Prognostic Impact of High-Sensitivity C-Reactive Protein in Patients Undergoing Percutaneous Coronary Intervention According to BMI

Niklas Beyhoff, Davide Cao, Roxana Mehran, George Dangas, Usman Baber, Samantha Sartori, Moritz Blum, Anastasios Roumeliotis, Rishi Chandiramani, Ridhima Goel, Zhongjie Zhang, Jason Kovacic, Prakash Krishnan, Nitin Barman, Vishal Kapur, Joseph Sweeny, Samin K. Sharma, Annapoorna Kini

Research output: Contribution to journalArticlepeer-review

6 Scopus citations


Objectives: The aim of this study was to determine the prevalence and prognostic implications of elevated high-sensitivity C-reactive protein (hsCRP) in patients undergoing percutaneous coronary intervention (PCI) according to body mass index (BMI). Background: Whereas elevated hsCRP predicts adverse clinical outcome after PCI in the general population, the impact of BMI on its prognostic utility remains unclear. Methods: Data from 14,140 patients who underwent PCI between January 2009 and June 2017 at a large tertiary care center were analyzed. Patients were divided into 4 BMI categories: normal (BMI 18.5 to <25 kg/m2, n = 2,808), overweight (BMI 25 to <30 kg/m2, n = 6,015), obese (BMI 30 to <35 kg/m2, n = 3,490), and severely obese (BMI ≥35 kg/m2, n = 1,827). Elevated hsCRP was defined as >3 mg/l. The primary endpoint of interest was the occurrence of major adverse cardiac events (MACE; defined as death, myocardial infarction, or target vessel revascularization) within 1 year after PCI. Results: Elevated hsCRP was present in 18.9%, 23.6%, 33.3%, and 47.7% of the normal, overweight, obese, and severely obese groups, respectively. MACE rates were consistently higher in patients with elevated hsCRP across all BMI categories (normal, 13.4% vs. 8.3%; overweight, 11.2% vs. 7.2%; obese, 10.6% vs. 7.5%; severely obese, 11.9% vs. 6.5%; p < 0.01 for all). After multivariate adjustment, hsCRP elevation remained significantly associated with MACE independent of BMI (hazard ratios: normal, 1.43 [95% confidence interval: 1.04 to 1.95]; overweight, 1.56 [95% confidence interval: 1.21 to 1.88]; obese, 1.40 [95% confidence interval: 1.06 to 1.84]; severely obese, 1.92 [95% confidence interval: 1.35 to 2.75]; p < 0.05 for all). Conclusions: Among patients undergoing PCI, the prevalence of hsCRP elevation progressively increased with higher BMI. Measurement of hsCRP facilitates prognostic risk assessment for adverse outcome after PCI across a broad range of BMI.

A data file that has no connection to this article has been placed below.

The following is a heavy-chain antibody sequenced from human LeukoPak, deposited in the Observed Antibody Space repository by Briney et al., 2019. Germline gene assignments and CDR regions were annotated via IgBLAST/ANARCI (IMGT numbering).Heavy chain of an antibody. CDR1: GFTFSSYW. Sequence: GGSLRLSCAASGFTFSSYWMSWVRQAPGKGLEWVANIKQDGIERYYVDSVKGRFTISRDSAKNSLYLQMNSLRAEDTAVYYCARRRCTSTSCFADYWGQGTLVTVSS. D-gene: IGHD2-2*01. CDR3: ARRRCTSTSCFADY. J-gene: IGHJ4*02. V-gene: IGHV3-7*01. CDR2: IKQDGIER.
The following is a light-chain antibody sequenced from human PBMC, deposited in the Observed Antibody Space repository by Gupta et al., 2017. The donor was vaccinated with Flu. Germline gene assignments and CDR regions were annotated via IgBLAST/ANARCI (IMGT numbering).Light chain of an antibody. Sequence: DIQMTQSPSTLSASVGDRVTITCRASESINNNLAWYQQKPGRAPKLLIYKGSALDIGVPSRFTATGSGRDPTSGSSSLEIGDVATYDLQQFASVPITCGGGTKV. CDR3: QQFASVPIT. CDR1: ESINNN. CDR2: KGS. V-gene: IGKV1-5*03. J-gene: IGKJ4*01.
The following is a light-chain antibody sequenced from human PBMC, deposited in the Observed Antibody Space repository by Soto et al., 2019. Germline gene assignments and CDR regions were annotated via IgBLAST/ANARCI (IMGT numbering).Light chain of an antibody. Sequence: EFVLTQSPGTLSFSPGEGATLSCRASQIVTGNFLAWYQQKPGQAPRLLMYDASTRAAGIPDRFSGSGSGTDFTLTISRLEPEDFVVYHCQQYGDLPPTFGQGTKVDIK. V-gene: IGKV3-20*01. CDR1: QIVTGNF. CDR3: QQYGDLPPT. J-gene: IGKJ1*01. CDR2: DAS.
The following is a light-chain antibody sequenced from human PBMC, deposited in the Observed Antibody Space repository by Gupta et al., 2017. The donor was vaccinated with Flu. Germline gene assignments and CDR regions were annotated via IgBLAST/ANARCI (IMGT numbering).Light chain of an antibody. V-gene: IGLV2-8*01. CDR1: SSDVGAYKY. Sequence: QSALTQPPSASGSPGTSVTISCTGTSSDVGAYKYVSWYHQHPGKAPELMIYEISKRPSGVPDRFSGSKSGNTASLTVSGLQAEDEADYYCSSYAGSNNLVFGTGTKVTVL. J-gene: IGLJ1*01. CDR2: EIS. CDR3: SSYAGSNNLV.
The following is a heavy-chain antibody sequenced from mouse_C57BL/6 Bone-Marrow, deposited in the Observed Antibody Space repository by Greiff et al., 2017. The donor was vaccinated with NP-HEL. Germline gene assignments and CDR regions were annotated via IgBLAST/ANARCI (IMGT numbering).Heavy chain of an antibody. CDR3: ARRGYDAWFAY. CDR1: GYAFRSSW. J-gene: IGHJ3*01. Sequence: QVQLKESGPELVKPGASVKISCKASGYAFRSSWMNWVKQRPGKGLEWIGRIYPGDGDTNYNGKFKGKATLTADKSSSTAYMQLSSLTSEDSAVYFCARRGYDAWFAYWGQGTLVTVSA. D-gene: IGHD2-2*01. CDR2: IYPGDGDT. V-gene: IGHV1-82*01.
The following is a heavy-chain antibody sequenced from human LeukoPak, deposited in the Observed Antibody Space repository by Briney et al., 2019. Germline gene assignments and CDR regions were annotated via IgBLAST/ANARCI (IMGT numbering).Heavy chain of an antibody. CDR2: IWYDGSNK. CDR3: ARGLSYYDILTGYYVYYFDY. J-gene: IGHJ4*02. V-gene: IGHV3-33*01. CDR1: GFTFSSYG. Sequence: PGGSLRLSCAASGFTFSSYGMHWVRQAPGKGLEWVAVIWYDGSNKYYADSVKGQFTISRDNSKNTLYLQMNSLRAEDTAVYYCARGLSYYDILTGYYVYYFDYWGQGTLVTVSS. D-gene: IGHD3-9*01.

Original languageEnglish
Pages (from-to)2882-2892
Number of pages11
JournalJACC: Cardiovascular Interventions
Issue number24
StatePublished - 28 Dec 2020


  • C-reactive protein
  • body mass index
  • inflammation
  • obesity
  • percutaneous coronary intervention


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